Premiere Issue Winter 2018 - transvisibility
Full Call for submissions
LGBTQ is simultaneously a great unifying moniker for a minority culture and community and is equally inadequate in capturing the range of experiences within any single part of it. Historically, various constituents of the LGBTQ community have been at the media forefront and arguably therefore representatives of the entire community. The Gay Liberation movement of the late 1960s quickly prioritized the political and social interests of gay (white) men. Lesbians were fighting alongside them in the streets and courtrooms as was the trans community, and both were largely ignored. This hierarchy of attention, access, and power has persisted for many decades.
To recognize this historical imbalance, the premiere issue of Apricot seeks submissions that celebrate transvisibility in a trans-historical context. We welcome articles and essays that reclaim time and space for forgotten trans icons. We are particularly interested in giving space to work that introduces the larger community to the work of the little known artists and scholars throughout history. For example, topics from so-called bathroom legislation to the arguable white washing of trans identity via Caitlyn Jenner and celebrity culture, and the reclamation of lost trans voices (e.g. Sylvia Rivera) are welcome.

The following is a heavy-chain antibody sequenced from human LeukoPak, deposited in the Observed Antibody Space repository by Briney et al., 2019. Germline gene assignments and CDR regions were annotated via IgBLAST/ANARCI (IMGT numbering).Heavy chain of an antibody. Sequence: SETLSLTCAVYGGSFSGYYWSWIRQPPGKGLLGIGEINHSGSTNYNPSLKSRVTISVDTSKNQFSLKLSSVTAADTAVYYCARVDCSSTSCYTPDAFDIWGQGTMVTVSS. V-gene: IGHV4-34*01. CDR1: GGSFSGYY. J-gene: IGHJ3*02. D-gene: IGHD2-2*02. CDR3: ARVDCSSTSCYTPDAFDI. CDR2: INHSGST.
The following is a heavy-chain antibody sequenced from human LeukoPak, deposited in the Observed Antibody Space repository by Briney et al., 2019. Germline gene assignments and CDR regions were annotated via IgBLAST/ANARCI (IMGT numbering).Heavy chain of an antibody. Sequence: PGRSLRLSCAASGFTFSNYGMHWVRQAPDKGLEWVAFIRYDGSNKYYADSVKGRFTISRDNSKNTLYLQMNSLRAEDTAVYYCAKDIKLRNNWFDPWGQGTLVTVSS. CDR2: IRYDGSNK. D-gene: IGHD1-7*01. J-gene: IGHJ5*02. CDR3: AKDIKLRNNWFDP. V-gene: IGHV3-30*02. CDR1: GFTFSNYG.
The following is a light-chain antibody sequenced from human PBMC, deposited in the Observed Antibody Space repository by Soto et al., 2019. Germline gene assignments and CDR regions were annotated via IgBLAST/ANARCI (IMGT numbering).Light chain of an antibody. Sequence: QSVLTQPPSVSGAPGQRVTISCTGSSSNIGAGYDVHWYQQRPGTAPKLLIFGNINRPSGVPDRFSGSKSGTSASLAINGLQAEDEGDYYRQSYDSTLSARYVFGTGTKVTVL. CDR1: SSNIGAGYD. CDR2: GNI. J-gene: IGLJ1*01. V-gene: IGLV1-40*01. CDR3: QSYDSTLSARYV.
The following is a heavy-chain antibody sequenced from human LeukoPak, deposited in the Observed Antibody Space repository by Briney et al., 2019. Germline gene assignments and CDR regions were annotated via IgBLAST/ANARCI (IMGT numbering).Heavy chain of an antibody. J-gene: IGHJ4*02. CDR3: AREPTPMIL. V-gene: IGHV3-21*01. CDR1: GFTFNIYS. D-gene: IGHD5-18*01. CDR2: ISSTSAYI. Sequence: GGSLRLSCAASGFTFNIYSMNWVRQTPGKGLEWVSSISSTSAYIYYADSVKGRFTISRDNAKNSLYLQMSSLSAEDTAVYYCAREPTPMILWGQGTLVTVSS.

Essays and articles should focus on issues surrounding the trans community. We encourage authors to engage critically with their subject matter; however, we do not look to publish polemics. There is responsibility to be borne, but Apricot is not interested in publishing zero-sum-game thinking.
Apricot opens up the space of peer reviewed publication. Not every idea wants to be a full length article. For Apricot, essays are 2,000-6,000 words in length. We encourage authors to use the shorter length to their benefit. An Apricot essay is a great forum to reflect on a recent performance you may have seen and its significance. Essays can also be a wonderful venue to introduce the work of artists and scholars. While not explicitly thesis driven, essays must be focused on a cohesive subject.
Articles are expected to be thesis and research driven with a length between 6,000-9,000 words. Authors are strongly encouraged to write in a style that is personal and accessible to a broad audience. Apricot is committed to bringing so-called academic writing to a larger readership. We encourage specific vocabulary when it is necessary, and equally urge you to make difficult ideas more accessible to a non-specialized audience.
We also welcome submissions of non-text based work or short creative writing pieces. At this time, we cannot accept video submissions for the journal. Non-text based submissions should still reflect the current call.